I had just finished a pathetic attempt at lap swimming in my local gym. Only managing to accomplish about 14 laps, I hoisted my wet self up on the side of the cement pool, slosh, I felt so heavy. Heavy with water, anger, and frustration with the world. I sat on my butt and swung my legs in the cool water while I contemplated my latest failure. Next to me was a hunched over old man who appeared to be perhaps 100 years old and Chinese.
He moved over to sit next to me on the side of the pool. He asked “How was your swim?” I replied with embarrassment “Not so good, it’s been a while.” He began talking but I couldn’t make out much of what he was saying because his accent was so strong, sort of like a Chinese character from an old movie. The indoor pool devoured all his words and spit them out like wads of wet toilet paper. At least that’s what my bad ears heard. I did a lot of smiling and nodding.
I had to lean far to my right and twist my head around to hear him better. “Do you work? Swimming will relieve your stress.” He stated. “No, I have kids at home but they’re a lot of work.” His wide football shaped head nodded knowingly with the silly grin stretched on his face. “Your children are like arrow. You aim and hold bow, but you don’t know where it will land. They have their own destiny that you cannot control. This is not your destiny, but theirs only. It will never be yours. You have your own destiny and it is not theirs.”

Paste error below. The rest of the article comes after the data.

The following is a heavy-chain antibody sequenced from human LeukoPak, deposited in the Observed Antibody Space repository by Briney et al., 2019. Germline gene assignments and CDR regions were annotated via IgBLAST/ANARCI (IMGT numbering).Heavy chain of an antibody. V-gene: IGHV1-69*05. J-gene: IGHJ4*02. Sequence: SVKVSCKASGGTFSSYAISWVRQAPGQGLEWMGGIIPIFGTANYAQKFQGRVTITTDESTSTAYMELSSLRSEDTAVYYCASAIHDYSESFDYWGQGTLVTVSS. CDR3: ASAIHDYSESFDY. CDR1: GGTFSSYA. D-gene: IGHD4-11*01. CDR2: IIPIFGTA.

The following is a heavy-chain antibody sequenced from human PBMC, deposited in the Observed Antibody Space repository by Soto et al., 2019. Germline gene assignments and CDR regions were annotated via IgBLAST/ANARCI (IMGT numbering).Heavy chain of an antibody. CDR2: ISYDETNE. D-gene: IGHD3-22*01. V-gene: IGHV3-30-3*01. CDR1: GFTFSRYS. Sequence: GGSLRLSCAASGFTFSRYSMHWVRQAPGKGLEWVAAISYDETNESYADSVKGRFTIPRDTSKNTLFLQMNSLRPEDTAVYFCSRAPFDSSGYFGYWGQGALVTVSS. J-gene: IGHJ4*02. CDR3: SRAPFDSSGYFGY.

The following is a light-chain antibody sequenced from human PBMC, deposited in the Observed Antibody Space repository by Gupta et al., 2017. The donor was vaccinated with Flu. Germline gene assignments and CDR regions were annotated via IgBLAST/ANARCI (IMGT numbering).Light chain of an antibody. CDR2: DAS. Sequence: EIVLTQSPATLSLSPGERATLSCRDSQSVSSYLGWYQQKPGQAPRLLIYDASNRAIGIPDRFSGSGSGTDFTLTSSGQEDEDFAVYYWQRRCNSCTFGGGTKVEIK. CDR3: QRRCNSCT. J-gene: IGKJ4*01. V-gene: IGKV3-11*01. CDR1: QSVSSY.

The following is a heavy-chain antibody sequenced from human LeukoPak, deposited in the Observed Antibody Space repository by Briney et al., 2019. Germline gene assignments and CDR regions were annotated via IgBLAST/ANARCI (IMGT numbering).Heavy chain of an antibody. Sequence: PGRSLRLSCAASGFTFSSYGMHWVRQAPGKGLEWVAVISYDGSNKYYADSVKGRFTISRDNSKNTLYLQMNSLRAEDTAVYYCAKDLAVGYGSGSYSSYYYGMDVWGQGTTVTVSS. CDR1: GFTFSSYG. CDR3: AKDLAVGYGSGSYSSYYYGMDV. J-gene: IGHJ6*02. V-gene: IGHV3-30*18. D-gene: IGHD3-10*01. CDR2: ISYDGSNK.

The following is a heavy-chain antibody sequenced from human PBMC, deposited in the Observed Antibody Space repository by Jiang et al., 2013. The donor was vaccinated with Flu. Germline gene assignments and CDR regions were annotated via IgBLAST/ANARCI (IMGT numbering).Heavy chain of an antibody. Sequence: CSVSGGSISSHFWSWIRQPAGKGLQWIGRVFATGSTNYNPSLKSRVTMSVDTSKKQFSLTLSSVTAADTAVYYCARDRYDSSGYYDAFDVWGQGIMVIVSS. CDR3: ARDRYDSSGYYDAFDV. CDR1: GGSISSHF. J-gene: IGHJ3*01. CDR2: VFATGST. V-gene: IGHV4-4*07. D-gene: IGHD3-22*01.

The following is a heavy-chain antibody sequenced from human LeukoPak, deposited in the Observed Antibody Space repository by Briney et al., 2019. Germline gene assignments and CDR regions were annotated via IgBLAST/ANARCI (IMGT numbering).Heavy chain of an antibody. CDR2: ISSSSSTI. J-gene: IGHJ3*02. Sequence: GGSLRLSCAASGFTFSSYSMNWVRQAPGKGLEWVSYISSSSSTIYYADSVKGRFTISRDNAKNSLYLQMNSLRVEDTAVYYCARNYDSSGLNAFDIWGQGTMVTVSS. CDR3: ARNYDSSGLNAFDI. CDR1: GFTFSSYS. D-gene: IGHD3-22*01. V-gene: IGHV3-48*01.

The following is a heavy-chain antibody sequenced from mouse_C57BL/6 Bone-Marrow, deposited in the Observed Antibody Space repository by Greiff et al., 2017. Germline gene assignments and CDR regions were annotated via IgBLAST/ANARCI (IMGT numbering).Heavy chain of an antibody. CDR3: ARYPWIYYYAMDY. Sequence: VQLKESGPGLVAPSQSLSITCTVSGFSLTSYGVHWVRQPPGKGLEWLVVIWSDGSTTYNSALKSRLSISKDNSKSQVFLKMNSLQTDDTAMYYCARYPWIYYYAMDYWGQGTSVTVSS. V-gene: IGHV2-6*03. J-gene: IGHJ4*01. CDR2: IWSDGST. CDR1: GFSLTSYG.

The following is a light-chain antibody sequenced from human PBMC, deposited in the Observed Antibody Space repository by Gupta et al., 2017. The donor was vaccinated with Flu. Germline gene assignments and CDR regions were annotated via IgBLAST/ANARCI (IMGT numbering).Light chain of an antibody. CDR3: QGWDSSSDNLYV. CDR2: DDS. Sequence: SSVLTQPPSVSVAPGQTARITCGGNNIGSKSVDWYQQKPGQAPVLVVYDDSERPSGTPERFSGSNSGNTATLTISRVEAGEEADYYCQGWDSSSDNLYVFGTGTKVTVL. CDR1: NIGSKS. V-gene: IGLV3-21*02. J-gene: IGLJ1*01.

We sat quietly on the side of the pool for a moment, our feet dangling in the water. I knew that I was hearing a Wise One. “Thank you. You’ve been very helpful to me. Really. Thank you.” Then I put my hand on his bare back warmly as I stood to go. “Did I lighten your heart?” He asked. “Yes, you did.” And I was so grateful for his words of wisdom and this warmth that he exuded. I asked the Wise One “Just who are you?” He quietly answered, and most humbly said “I am nobody.”
I don’t know why I needed his information; but I trust that I will. I’m not sure what the universe has in store for my children or me. It is wise and comforting to remember that, no matter how hard I try (or don’t try), my children have their own path. I find myself worrying more about their own destruction than I do fantasizing about their successes. I try so hard to spare them from pain, sickness, poverty, violence, hatred, lust, disappointment, entitlement, expectation, self-pity, hunger, everything. Everything that life gave me to put me here. Here in my very good life. I’m a consequence of all my actions and none of my intentions. I love my arrows.